Throughout many fisheries worldwide, overfishing has greatly reduced fish stocks and the response of some governments has been the subsidization of fleet expansion - more vessels, more nets and related equipment - so as to maintain or increase catch levels of a dwindling resource. Unfortunately, while this logic may make some sort of economic sense, it also most certainly hastens the inevitable collapse of the species and the industry itself - a sort of Band-Aid solution for a festering, terminal wound.
In a recent report put out by the United Nations Environment Program (UNEP), a drastic reduction in commercial fishing subsidies is being proposed as a way to save both the fishing industry and fish populations. The report recognizes that approximately 20 percent of the world population depends on seafood as a primary food source and that there are over 170 million people involved in commercial fishing and processing. But the report also recognized that by 2003 , 27 percent of the world's marine fisheries had collapsed. And without a major restructuring of how this marine resource is utilized, that number was bound to increase.
According to UNEP, $27 billion (USD) is being spent each year as subsidies - $8 billion of which is earmarked for managing marine protected areas, but the rest is being spent on propping up fishing fleets to maintain or expand fishing capacity when that capacity already exceeds what is sustainable. UNEP proposes a systematic restructuring in subsidies, focusing more on buying up excess vessels and retraining fishermen, thereby reducing commercial fishing to a level that would be more in line with enabling fish populations to provide their "maximum sustainable yield."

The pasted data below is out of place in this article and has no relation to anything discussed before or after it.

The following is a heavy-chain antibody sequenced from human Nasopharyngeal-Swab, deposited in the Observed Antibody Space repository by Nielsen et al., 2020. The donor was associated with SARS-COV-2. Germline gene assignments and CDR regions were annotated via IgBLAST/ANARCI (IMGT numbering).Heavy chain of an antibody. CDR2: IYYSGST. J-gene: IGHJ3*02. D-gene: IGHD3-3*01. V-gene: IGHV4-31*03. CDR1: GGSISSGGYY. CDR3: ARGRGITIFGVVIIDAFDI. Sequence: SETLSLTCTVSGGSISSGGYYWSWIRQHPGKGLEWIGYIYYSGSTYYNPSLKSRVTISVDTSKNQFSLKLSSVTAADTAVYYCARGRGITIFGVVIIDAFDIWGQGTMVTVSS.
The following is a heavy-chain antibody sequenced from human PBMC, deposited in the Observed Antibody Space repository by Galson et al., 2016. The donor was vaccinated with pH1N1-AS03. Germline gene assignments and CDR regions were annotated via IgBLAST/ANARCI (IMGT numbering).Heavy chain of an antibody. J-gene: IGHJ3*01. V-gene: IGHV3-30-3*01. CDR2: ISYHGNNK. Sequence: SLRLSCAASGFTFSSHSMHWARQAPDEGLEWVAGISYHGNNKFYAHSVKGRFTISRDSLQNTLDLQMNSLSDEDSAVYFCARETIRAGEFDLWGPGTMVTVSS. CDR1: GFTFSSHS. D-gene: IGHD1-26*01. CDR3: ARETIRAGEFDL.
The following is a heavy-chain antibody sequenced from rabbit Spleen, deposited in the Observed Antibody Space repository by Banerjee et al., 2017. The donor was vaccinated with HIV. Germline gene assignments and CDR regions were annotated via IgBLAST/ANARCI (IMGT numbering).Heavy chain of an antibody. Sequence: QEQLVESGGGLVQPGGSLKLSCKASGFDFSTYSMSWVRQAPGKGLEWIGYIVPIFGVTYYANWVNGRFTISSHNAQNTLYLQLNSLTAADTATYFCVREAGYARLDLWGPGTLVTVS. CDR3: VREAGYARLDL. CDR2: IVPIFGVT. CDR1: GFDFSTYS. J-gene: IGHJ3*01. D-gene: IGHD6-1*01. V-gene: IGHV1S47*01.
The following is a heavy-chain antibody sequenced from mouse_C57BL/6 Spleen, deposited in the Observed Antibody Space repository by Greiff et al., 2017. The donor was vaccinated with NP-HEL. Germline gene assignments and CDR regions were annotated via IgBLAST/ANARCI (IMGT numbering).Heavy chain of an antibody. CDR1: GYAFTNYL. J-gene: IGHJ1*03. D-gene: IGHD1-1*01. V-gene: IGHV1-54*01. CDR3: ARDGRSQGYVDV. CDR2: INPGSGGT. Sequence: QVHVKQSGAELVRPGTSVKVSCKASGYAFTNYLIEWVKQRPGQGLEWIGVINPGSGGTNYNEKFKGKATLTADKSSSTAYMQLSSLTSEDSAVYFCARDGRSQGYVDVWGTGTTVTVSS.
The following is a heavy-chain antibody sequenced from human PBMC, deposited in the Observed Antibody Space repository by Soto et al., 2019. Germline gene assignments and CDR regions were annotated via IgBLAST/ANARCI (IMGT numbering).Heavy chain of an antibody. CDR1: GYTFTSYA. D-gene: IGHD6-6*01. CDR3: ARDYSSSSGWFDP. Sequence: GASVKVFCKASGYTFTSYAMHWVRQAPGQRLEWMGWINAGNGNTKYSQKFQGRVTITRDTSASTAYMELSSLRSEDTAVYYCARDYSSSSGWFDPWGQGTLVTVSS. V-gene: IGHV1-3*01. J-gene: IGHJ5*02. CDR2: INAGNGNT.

Would this allow commercial fisheries to meet increasing demand from an ever-growing human population? Probably not, but it would forestall the total elimination of one fishery after another, while alternatives are developed such as aquaculture. Others have indicated that taking any food from the sea will lead to its eventual elimination, that "sustainable fishing" is a myth. Whether that is true or not, it must be recognized that a demand for seafood will always exists and so steps must be taken to best preserve what is most certainly not an endless resource.
Some have also suggested that the economic rationale that supports farm subsidies - where, instead of expansion, productive farmland sits idle for the purpose of maintaining stable prices - may need to be re-examined in the face of the moral dilemma of developing nations in need of food staples for an undernourished populace.
You can read more about UNEP's commercial fishing subsidy proposals - part of an overall strategy for a "Greener Economy" - by clicking here (PDF download) or reading UNEP's latest press release.
Information source: SeaWeb.org.